6. Get Back in the Sun

The health benefits of sunlight are well documented. In fact, light therapy, comparable to spending time in the sun, is an actual treatment for people experiencing depression and stress during the winter, reports Healthline. So, what does that have to do with nursing?

Individuals working evening and night shifts may start to feel like they have not seen the sun in a while. In some areas of the country, working the night shift means going to work at night and getting off at night. So, spending some extra time in the sunlight on your days off can help boost your mood and combat the negative effects of stress at work.

7. Exercise Regularly, or Engage in Some Form of Physical Activity

As a nurse, you may get plenty of walking, but other care settings may require endless hours working on a computer or sitting one-on-one with a person receiving care. Thus, nurses need to get regular exercise, and if they are overweight or obese, the impact of exercise and physical activity on mood cannot be overstated.

To find out if you are included in this group, the National Heart, Lung and Blood Institute offers a Body Mass Index calculator online for free.

8. Take Advantage of Company Organizations That Improve Mental Health Among Staff Members

Your employer may also offer services to help employees experiencing mental illness or added levels of stress. These services can range from concierge services to on-site counseling and supportive therapies.

9. Participate in or Attend Company-Sponsored Events, Nurse Appreciation Week, Picnics, Recognition Ceremonies

Your company may also sponsor recognition events for health care professionals.

For example, Nurse Appreciation Week or company picnics and award ceremonies can be great ways to manage stress too. These events trigger the release of mood-stimulating hormones, including serotonin and endorphins, similar to exercise, which counteracts the negative effects of stress.

Even learning opportunities that take place outside of your regular work environment, like completing Basic Life Support (BLS) or Advanced Cardiac Life Support (ACLS), give your mind and body an opportunity to recover and rest. Depending on your employer, you may also qualify for additional compensation for completing training outside of regular working hours.

10. Local Nursing Boards May Offer Services and Resources for Managing Stress in Nursing

Your state’s Board of Nursing may offer additional support services and resources for managing stress and mental health issues. Since these services may vary depending on location and practice, the National Council of State Boards of Nursing (NCSBN) is best resource for contacting your state board and determining what resources may be available.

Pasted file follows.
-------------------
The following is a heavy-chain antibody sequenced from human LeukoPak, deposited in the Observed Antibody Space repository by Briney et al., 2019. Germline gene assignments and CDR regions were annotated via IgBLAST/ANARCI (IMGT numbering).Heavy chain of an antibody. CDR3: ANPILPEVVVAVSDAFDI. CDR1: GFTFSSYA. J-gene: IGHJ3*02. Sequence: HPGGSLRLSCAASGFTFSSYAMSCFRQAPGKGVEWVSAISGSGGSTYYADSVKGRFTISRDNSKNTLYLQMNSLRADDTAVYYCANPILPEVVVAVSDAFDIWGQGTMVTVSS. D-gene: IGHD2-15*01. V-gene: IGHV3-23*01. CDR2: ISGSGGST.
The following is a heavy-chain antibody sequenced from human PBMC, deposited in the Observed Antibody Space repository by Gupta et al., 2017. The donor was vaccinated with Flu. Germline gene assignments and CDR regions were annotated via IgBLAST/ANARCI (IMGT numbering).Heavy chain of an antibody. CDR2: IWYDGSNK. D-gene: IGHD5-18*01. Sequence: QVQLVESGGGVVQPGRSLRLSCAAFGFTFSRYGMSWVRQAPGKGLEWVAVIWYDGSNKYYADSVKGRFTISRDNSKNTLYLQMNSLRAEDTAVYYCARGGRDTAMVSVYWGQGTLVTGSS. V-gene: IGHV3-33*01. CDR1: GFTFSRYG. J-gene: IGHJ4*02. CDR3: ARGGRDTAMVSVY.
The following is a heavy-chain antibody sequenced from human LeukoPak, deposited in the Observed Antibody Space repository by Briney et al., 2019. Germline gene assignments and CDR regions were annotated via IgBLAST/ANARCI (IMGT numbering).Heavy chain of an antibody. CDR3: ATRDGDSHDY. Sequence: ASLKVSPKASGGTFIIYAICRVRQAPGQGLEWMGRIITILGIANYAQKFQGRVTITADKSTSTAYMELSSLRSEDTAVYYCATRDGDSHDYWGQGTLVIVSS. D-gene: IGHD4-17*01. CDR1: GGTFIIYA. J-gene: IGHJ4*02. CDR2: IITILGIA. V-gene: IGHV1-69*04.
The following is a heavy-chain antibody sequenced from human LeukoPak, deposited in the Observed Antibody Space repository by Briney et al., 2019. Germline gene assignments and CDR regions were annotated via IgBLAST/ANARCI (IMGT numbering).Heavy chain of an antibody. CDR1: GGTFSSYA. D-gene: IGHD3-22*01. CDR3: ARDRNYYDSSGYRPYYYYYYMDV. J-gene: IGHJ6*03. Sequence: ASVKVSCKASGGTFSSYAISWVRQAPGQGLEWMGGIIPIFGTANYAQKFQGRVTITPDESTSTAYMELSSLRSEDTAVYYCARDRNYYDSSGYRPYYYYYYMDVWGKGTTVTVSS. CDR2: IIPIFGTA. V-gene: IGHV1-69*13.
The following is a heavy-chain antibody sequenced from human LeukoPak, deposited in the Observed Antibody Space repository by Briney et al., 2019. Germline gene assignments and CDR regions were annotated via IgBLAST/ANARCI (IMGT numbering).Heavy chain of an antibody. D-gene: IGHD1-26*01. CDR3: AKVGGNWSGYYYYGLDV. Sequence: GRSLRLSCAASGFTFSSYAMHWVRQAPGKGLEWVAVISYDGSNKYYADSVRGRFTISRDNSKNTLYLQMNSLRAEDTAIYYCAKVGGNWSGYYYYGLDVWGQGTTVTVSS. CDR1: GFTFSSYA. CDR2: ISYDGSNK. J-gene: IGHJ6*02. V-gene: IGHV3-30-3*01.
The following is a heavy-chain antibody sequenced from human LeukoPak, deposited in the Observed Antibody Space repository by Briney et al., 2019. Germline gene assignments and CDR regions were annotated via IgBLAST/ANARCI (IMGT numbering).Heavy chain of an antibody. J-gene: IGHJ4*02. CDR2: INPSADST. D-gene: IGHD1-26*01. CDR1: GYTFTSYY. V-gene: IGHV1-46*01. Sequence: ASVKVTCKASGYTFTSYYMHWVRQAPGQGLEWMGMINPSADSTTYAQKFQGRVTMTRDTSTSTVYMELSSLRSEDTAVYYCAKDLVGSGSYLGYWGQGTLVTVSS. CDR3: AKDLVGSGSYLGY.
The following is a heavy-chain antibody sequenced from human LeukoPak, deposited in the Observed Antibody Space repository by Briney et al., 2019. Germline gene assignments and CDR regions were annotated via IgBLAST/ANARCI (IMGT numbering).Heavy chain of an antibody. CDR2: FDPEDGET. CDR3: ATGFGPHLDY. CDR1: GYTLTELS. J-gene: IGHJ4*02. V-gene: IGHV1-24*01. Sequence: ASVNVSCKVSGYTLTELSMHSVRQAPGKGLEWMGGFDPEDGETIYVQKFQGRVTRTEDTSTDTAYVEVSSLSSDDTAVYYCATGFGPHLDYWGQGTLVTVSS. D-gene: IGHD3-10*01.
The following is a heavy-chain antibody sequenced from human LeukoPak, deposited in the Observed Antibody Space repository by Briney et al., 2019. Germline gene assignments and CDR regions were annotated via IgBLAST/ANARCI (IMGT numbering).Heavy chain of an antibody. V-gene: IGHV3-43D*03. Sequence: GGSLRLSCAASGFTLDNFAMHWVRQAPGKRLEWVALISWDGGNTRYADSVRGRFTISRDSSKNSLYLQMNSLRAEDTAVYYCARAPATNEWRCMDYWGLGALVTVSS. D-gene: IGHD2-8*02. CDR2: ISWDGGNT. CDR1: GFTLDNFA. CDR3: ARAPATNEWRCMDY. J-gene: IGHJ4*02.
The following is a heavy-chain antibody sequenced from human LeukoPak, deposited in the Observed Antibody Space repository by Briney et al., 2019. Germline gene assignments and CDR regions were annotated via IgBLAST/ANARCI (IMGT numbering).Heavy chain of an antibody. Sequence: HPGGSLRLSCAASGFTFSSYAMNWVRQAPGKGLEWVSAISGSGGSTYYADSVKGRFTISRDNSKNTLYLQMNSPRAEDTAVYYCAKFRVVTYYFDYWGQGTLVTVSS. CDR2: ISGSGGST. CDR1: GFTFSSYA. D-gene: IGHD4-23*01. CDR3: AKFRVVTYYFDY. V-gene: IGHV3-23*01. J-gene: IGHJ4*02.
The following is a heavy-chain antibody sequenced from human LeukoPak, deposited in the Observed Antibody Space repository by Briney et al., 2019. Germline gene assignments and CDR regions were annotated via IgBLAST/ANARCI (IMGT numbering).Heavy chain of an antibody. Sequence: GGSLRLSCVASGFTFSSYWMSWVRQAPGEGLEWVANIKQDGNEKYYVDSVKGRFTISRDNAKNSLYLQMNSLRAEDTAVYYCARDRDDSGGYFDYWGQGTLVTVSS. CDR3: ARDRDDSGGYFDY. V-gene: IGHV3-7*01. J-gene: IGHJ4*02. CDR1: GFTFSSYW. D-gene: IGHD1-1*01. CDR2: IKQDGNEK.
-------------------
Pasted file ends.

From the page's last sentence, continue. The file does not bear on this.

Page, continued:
11. Avoid Negative Coping Behaviors, Like Drinking

Another key to reducing stress is eliminating negative coping behaviors, like using tobacco or alcohol. While studies differ in the health benefits versus consequences of alcohol consumption, the key is to not make alcohol use a habit. In other words, having a glass of wine on your day off may be fine, but it should not be a requirement to feeling better.

12. Spend Time With Family and Friends OUTSIDE OF WORK!

A final way to reduce stress of work is by seeing other people. This is about your personal relationships. You need to spend time with family, friends and others outside of work. In addition, try to avoid talking solely about work if spending time with coworkers outside of work. In other words, leave work at work!

Never Be Afraid to Say, “No, I Need a Break.”

There is one more thing you must do to reduce mental stress and improve your mental health. You need to be willing and able to say, “No.” There are going to be plenty of times when your supervisor really wants you to come in, and there will be many opportunities for overtime in your future. But, you have the right to refuse extra work, unless it is in your contract. You have the right to take your PTO hours. You have the right to a safe, fulfilling career.

While staying energetic and keeping your mental health in check are integral to your success as a nurse, it is also essential you keep your skills and education updated as well. Check the expiration dates of your CPR, BLS, ACLS and Bloodborne Pathogens’ training courses now. If you keep on top of your credentials, education and attitude, you can overcome stress and be a nursing success story.

About Mackenzie

Mackenzie is a lover of world travel, photography, design, style and Chinese cooking. She is passionate about working towards a purpose, recently graduated from Indiana University with a degree in Media and Marketing, and is currently residing in Manhattan.

Contact Mackenzie at mackenzie.thompson@nhcps.com.